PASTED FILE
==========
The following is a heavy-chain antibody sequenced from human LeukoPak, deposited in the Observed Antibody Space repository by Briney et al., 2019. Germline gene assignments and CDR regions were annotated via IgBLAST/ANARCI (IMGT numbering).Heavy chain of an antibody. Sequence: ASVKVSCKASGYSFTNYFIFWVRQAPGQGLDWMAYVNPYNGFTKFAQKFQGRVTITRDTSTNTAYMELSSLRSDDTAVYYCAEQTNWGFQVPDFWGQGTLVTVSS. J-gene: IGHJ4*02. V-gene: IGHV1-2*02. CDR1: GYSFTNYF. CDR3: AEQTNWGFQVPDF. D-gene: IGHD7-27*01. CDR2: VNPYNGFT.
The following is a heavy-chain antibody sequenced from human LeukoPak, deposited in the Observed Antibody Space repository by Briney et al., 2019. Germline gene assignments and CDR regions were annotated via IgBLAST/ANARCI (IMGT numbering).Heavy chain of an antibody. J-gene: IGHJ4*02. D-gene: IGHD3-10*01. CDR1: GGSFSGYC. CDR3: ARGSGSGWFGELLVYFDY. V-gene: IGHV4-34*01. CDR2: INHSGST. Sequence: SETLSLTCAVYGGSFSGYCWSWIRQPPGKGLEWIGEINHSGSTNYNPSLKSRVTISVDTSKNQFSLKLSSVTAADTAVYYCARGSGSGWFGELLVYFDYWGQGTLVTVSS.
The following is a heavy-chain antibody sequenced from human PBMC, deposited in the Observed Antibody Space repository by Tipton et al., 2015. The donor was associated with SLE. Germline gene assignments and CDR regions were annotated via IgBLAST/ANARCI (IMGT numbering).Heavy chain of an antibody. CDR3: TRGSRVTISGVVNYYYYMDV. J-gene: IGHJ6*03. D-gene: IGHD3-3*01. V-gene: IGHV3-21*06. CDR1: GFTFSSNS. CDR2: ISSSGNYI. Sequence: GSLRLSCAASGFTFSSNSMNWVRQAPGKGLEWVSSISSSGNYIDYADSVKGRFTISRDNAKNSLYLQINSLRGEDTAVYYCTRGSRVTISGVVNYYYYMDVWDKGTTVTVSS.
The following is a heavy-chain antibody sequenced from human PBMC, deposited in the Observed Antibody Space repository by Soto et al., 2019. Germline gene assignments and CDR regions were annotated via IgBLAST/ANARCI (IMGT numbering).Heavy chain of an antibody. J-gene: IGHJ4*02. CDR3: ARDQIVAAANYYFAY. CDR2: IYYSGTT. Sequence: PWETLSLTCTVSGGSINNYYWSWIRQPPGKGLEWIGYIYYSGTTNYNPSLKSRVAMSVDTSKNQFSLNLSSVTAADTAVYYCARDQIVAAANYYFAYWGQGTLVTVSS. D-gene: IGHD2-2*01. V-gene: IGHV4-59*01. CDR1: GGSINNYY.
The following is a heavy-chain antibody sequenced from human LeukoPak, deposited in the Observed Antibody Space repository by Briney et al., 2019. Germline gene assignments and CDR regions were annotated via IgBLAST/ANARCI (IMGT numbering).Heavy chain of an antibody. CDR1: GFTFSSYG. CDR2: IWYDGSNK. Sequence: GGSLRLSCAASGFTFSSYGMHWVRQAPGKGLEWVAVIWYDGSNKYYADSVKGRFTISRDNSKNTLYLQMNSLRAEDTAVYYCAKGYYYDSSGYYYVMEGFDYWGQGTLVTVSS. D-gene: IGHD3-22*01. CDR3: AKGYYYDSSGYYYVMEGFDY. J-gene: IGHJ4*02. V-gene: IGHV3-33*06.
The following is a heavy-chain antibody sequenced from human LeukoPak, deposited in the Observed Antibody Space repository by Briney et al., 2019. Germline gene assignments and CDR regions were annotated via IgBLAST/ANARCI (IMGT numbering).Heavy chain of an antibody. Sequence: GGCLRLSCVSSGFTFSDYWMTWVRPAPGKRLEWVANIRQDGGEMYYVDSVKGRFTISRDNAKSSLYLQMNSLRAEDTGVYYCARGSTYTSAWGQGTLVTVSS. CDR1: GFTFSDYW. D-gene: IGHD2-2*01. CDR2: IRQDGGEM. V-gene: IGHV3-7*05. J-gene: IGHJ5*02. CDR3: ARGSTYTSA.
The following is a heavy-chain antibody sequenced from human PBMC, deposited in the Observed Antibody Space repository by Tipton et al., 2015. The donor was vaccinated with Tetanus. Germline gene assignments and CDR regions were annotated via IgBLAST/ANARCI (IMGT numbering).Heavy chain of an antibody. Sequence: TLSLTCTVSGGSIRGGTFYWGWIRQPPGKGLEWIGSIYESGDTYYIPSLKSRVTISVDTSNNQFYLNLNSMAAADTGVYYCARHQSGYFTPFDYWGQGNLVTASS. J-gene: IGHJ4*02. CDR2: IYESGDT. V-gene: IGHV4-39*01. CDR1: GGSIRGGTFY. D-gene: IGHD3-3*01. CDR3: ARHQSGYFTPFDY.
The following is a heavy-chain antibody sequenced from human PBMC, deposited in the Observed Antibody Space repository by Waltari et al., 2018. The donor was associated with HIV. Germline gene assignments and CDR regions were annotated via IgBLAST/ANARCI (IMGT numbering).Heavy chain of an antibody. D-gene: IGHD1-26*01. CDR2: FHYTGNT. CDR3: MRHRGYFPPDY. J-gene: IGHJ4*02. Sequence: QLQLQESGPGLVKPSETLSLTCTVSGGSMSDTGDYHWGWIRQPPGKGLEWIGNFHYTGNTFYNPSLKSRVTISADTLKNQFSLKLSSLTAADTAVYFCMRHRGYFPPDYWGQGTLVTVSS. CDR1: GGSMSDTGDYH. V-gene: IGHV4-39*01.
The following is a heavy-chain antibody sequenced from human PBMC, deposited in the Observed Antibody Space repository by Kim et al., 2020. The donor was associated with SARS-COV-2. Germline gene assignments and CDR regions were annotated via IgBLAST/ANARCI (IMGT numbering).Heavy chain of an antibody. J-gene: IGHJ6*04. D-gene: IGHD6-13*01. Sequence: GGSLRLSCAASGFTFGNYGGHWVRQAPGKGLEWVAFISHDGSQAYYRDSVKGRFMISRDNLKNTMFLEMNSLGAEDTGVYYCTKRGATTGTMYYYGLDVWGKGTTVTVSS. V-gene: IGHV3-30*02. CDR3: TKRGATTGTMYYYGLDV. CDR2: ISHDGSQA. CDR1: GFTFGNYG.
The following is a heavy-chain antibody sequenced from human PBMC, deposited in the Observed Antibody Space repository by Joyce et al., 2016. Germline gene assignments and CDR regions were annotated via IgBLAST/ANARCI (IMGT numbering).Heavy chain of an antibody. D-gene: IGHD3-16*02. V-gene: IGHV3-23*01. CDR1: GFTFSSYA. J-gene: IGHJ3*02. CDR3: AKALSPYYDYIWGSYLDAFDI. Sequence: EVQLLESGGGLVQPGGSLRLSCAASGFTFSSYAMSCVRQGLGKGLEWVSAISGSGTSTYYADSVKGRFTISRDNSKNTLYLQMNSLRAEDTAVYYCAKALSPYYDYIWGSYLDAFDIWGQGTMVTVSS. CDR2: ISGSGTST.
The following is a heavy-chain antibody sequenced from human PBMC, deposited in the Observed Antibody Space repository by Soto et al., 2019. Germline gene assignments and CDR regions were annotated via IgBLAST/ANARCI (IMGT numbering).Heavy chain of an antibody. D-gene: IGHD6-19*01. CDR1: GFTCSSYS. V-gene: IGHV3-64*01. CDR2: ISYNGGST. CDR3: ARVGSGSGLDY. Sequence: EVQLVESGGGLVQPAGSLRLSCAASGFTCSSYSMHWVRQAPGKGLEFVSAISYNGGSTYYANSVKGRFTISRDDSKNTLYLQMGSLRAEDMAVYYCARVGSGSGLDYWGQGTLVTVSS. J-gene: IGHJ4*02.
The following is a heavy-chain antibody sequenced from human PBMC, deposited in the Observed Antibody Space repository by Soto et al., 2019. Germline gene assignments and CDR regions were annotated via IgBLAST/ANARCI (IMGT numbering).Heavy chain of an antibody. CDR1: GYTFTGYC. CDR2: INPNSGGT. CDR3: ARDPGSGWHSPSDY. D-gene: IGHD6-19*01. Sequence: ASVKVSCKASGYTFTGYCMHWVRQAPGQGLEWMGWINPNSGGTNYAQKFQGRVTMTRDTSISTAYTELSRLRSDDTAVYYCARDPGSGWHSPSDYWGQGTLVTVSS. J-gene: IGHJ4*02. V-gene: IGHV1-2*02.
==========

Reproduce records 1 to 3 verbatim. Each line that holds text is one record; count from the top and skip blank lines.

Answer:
The following is a heavy-chain antibody sequenced from human LeukoPak, deposited in the Observed Antibody Space repository by Briney et al., 2019. Germline gene assignments and CDR regions were annotated via IgBLAST/ANARCI (IMGT numbering).Heavy chain of an antibody. Sequence: ASVKVSCKASGYSFTNYFIFWVRQAPGQGLDWMAYVNPYNGFTKFAQKFQGRVTITRDTSTNTAYMELSSLRSDDTAVYYCAEQTNWGFQVPDFWGQGTLVTVSS. J-gene: IGHJ4*02. V-gene: IGHV1-2*02. CDR1: GYSFTNYF. CDR3: AEQTNWGFQVPDF. D-gene: IGHD7-27*01. CDR2: VNPYNGFT.
The following is a heavy-chain antibody sequenced from human LeukoPak, deposited in the Observed Antibody Space repository by Briney et al., 2019. Germline gene assignments and CDR regions were annotated via IgBLAST/ANARCI (IMGT numbering).Heavy chain of an antibody. J-gene: IGHJ4*02. D-gene: IGHD3-10*01. CDR1: GGSFSGYC. CDR3: ARGSGSGWFGELLVYFDY. V-gene: IGHV4-34*01. CDR2: INHSGST. Sequence: SETLSLTCAVYGGSFSGYCWSWIRQPPGKGLEWIGEINHSGSTNYNPSLKSRVTISVDTSKNQFSLKLSSVTAADTAVYYCARGSGSGWFGELLVYFDYWGQGTLVTVSS.
The following is a heavy-chain antibody sequenced from human PBMC, deposited in the Observed Antibody Space repository by Tipton et al., 2015. The donor was associated with SLE. Germline gene assignments and CDR regions were annotated via IgBLAST/ANARCI (IMGT numbering).Heavy chain of an antibody. CDR3: TRGSRVTISGVVNYYYYMDV. J-gene: IGHJ6*03. D-gene: IGHD3-3*01. V-gene: IGHV3-21*06. CDR1: GFTFSSNS. CDR2: ISSSGNYI. Sequence: GSLRLSCAASGFTFSSNSMNWVRQAPGKGLEWVSSISSSGNYIDYADSVKGRFTISRDNAKNSLYLQINSLRGEDTAVYYCTRGSRVTISGVVNYYYYMDVWDKGTTVTVSS.